Implement Two-way Data Binding in JavaScript

One of the fundamental features of modern JavaScript libraries and frameworks is data binding. The data binding features offered by them allows you to keep model and view in sync. Did you ever wonder how something similar can be implemented in plain JavaScript? If so this article shows you one such simple yet working implementation. Although simple implementation as discussed in this article is not intended to substitute what is offered by these libraries and frameworks, it will certainly give you a glimpse of how data binding might be implemented if needed.

Data binding with an example

Ok. Let's see what we are going to develop. Have a look at the following figure :

The above figure shows two textboxes and one <div> element displaying a message - Hello World!. This message is actually comes from the Message property of a JavaScript object. Whenever you change the value in the textboxes our data binding implementation pushes the changes to the underlying object. On the same lines whenever you change the Message property the changes are reflected on the user interface. This way the Message property and all the three UI elements are kept in sync.

The HTML markup

The above page uses the following HTML markup:

<input type=text id="textBox1">
<br /><br />
<input type=text id="textBox2">
<br /><br />
<div id="divMessage"></div>

The page consists of two textboxes with IDs textBox1 and textBox2 respectively. There is a <div> with ID of divMessage. You can place this markup either in an HTML file or inside an ASP.NET Core view file.

The JavaScript code that does the data binding

Before we go ahead and demystify the code that implements the data binding, let's see the usage of what we are going to develop. That way you will get better idea of how the feature is being implemented. Consider the following JavaScript code :

var obj = {};
obj.Message = "Hello World!";

var dataBinder = new DataBinder({
    "model": obj,
    "property": "Message"
});

dataBinder.addDataBinding("textBox1", "value", "keyup");
dataBinder.addDataBinding("textBox2", "value", "keyup");
dataBinder.addDataBinding("divMessage", "innerHTML");

obj.Message = "Hello Universe!";

The above JavaScript code can be placed inside a <script> block at the bottom of the HTML file. Let's see what this code is doing.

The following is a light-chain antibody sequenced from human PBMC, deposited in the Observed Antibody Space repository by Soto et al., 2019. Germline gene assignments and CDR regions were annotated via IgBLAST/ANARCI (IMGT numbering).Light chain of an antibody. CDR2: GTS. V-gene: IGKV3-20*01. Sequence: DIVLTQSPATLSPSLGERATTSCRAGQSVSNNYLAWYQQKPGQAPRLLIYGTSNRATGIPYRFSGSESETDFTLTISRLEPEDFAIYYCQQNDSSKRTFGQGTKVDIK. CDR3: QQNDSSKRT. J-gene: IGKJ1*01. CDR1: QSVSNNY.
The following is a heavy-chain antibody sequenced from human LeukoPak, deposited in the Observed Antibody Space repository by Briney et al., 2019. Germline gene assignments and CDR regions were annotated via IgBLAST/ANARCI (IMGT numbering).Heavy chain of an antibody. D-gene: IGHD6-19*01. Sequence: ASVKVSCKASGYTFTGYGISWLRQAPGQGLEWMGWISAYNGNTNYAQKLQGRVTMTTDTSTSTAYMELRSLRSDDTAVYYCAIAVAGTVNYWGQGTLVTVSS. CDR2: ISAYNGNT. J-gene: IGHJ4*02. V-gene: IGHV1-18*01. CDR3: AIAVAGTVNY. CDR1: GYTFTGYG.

The code creates a new JavaScript object - obj - and sets its Message property to "Hello World!".

It then proceeds to create a new DataBinder object. What's DataBinder? It's a JavaScript function we will create later. The DataBinder function is the heart of our data binding implementation. If you see the syntax, we are creating a function object using the new keyword. We also pass another object literal to the constructor that contains some settings.

The settings object passed in the constructor has two properties :

  • model : holds the object on which data binding is to be implemented.
  • property : holds the name of the object's property that will participate in the data binding.

The next three lines define the data bindings between the model object and the UI elements. The DataBinder object exposes a method - addDataBinding() - that takes three parameters :

  • ID of the UI element that is participating in the data binding.
  • DOM property of the UI element that will participate in the data binding. For textboxes, we want to data bind value property whereas for the <div> we want to data bind the innerHTML property.
  • The third optional parameter is the name of an event that will trigger synchronization between model data and UI. It is applicable to textboxes since they are capable of changing their value when user enters data. We use keyup event for this purpose. On the other hand <div> won't have this parameter for obvious reason.

Finally, we set the Message property of the model object to - Hello Universe! (remember that the default value is - Hello World!). This is just to check whether our data binding works as expected when the page loads in the browser.

Implementation of DataBinder

Add a new JavaScript file under wwwroot folder and write the skeleton of DataBinder function as shown below :

function DataBinder(settings) {
   ...
}

The DataBinder function takes a settings object as a parameter.

Now, let's complete this function step-by-step.

Add the following code inside the DataBinder() function :

 _this = this;
this.dataBindings = [];
this.value = settings.model[settings.property];

The above stores the "this" reference in a local variable called _this. We do this so that _this can be used safely inside other code blocks of DataBinder(). Then we declare a dataBindings array. The dataBindings array holds a list of binding objects. A binding object is basically a pair of an HTML element and its DOM property that is to be data bound. The dataBindings array is populated by the addDataBinding() function discussed later.